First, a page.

There is the usual armwaving about climate change, but no evidence is presented as to why a small increase in CO2 levels should have the slightest effect on water temperatures or coral development, when the climate has been much warmer for most of the period since the end of the ice age.

As is usually the case with environmental degradation and species decline, it is the obvious factors which are responsible.



I am reminded that cold also kills corals:


NOAA and partners from 12 organizations surveyed sites in the Florida Keys to determine the extent of coral bleaching, and death, in the wake of record low-water temperatures. Scientists assessed coral health at more than 78 sites from January 25 to February 12 to determine the severity of coral bleaching and reefs most affected.

During the first two weeks of January 2010, water temperatures in some parts of the Keys dropped into the upper 40s and lower 50s, which is about
20 degrees Fahrenheit lower than the typical temperatures of the upper 60s and lower 70s. The lethal lower limit for corals is 60 degrees Fahrenheit.

According to reef biologists, the influx of cold water from Florida and Biscayne bays appears to be responsible for the coral deaths in nearshore waters of the Florida Keys National Marine Sanctuary. The hardest hit areas were the inshore and mid-channel reefs from Biscayne Bay (southeast Florida) to Summerland Key (island in the Florida Keys). Fortunately, the offshore reefs most frequented by divers and sportfishers were buffered by warmer waters of the Florida Current and spared severe impact.

Bleached coral

Coral bleaching occurs when corals, stressed by changes in conditions such as temperature, light, or nutrients, expel the symbiotic algae living in their tissues.

A widespread cold-water coral die-off has not occurred in Florida since the late 1970s. While all coral species were affected, the impact of the cold water was very distinct from location to location. Corals within 100 meters (328 feet) of each other experienced 10- to 15-degree Fahrenheit temperature differences.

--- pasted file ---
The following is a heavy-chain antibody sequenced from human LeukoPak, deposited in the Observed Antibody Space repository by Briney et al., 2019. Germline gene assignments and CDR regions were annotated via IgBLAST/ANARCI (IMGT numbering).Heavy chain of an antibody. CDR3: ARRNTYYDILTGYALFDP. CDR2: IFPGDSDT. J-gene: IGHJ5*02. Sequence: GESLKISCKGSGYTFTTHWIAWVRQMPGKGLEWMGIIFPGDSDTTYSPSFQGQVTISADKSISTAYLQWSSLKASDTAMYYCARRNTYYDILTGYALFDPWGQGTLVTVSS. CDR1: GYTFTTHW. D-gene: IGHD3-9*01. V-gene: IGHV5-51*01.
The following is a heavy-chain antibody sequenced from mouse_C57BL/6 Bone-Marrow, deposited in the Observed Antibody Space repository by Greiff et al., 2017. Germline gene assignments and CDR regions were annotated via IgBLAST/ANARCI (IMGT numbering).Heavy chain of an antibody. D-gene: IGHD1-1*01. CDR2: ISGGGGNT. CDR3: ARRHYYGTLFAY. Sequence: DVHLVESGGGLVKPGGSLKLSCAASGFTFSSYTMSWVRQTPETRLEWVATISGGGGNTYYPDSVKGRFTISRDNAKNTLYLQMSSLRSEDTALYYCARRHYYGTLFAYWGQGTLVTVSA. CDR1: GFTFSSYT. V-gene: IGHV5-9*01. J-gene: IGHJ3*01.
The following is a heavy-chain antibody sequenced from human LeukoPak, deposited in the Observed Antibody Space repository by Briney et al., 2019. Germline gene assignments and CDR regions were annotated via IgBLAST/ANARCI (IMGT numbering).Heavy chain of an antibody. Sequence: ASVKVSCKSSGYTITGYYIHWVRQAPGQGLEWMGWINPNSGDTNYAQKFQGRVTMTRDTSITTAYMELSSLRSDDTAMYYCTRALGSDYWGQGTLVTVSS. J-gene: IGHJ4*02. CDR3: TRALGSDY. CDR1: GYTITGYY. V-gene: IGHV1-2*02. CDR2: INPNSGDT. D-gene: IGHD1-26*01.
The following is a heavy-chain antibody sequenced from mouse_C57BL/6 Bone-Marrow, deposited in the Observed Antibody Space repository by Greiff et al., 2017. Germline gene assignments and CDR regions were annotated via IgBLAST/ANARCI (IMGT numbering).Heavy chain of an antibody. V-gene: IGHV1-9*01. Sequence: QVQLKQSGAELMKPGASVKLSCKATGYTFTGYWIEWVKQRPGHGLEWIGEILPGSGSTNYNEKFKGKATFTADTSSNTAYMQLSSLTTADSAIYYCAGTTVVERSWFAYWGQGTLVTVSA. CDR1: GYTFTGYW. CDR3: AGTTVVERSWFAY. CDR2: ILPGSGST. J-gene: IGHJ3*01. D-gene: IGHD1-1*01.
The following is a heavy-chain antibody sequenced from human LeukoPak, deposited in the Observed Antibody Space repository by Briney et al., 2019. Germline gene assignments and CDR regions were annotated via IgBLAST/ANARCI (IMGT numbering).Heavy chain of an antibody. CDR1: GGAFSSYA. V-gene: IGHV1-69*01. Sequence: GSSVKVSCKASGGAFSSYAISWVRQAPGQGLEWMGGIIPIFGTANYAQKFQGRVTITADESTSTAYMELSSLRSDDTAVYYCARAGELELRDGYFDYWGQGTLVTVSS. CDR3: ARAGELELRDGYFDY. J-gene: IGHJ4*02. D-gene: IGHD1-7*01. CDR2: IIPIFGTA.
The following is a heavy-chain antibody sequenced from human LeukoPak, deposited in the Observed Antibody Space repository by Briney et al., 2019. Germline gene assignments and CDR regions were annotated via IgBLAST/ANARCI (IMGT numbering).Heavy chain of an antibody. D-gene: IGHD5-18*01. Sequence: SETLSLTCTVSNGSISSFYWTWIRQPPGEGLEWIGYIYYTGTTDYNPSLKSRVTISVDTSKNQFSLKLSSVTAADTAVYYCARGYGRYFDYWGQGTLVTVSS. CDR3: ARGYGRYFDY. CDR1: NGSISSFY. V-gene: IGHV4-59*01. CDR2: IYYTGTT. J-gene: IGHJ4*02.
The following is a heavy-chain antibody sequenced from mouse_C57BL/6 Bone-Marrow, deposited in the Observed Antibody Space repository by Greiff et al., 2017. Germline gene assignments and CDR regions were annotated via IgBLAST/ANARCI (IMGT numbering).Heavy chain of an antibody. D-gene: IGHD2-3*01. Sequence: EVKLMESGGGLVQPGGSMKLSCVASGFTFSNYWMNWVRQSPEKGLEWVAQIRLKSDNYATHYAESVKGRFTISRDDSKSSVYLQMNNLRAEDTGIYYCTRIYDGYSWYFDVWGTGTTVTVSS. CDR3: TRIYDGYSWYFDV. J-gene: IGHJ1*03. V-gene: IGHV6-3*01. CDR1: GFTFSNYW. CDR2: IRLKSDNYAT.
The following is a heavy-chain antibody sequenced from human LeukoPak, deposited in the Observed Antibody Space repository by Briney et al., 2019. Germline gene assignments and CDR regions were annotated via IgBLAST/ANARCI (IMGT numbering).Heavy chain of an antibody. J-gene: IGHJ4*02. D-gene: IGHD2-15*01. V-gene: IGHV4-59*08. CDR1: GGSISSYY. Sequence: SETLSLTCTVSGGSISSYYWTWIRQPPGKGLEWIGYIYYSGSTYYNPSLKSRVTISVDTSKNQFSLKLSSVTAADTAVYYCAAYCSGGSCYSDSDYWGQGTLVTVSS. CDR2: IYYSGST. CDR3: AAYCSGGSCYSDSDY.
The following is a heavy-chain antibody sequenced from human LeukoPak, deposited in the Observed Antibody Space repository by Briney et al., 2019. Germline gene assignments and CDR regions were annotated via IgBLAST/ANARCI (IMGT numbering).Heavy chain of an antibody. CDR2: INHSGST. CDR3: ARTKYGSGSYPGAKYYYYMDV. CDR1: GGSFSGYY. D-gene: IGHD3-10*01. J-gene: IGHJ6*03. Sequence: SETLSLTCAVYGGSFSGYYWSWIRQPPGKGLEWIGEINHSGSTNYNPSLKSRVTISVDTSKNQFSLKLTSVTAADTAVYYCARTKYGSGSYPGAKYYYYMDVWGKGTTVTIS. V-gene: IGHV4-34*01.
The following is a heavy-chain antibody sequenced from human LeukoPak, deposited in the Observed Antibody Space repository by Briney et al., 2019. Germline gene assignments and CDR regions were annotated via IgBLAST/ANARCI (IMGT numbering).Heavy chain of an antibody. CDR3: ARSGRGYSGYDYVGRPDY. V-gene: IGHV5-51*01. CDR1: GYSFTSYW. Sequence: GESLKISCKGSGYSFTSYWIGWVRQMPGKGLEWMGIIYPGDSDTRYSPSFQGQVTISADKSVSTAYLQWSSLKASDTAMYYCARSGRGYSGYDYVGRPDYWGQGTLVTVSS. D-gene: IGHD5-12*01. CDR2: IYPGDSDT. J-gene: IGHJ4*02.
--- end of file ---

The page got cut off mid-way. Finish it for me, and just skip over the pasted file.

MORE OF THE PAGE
1. July 24, 2019 10:31 am

    Reblogged this on Climate- Science.

  2. tim leeney permalink
    July 24, 2019 10:52 am

    See also Peter Ridd’s excellent chapter in “Climate Change the Facts 2017” available from Amazon.

  3. dearieme permalink
    July 24, 2019 12:18 pm

    The problem is now ascribed to agriculture, meaning that the solution is, as usual, population control.

  4. HotScot permalink
    July 24, 2019 12:23 pm

    What we also must always bear in mind is that the The Lancet discovered that 50% of scientific studies could not be replicated. Bayer put that number at 75%.

    The usual criticism of this is that ‘that’s medical science they are talking about’ to which the response is, why does anyone imagine that climate science is any better than medical science which, if it goes wrong (Thalidomide being a case in point) the personal tragedies and financial implications are horrendous.

    No one will be around when even the best climate predictions will supposedly manifest themselves, other than the loopy Matt McGrath who can be humiliated, once again on this blog, in 18 months.

  5. Jon permalink
    July 24, 2019 12:34 pm

    I’m sceptical of ANYTHING being claimed about the marine environment in the current era of heavily politicised ‘science’.

  6. Gerry, England permalink
    July 24, 2019 1:46 pm

    ‘….as a result of changes in rainfall due to climate change,’

    Why do I wonder that if this is investigated it will turn out to be a lie.

  7. swan101 permalink
    July 24, 2019 4:10 pm

    Reblogged this on ECO-ENERGY DATABASE.

  8. A C Osborn permalink
    July 24, 2019 5:31 pm

    During the period of this study –
    Cold kills Coral as well.

  9. M E permalink
    July 24, 2019 10:04 pm

    If the problem is run off from agricultural land where does it leave the vegans? Are they going to be causing global warming with their recommended diet.
    A tangled web.!

  10. July 25, 2019 5:16 am

    Reblogged this on Climate Collections.

  11. Paul Spensley permalink
    July 25, 2019 9:57 pm

    Anyone spot today ? It was the ” hottest day since 1947 ….then changed to hottest day since 2003 record. Nothing to do with co2 emissions in 1947 not fitting their agenda….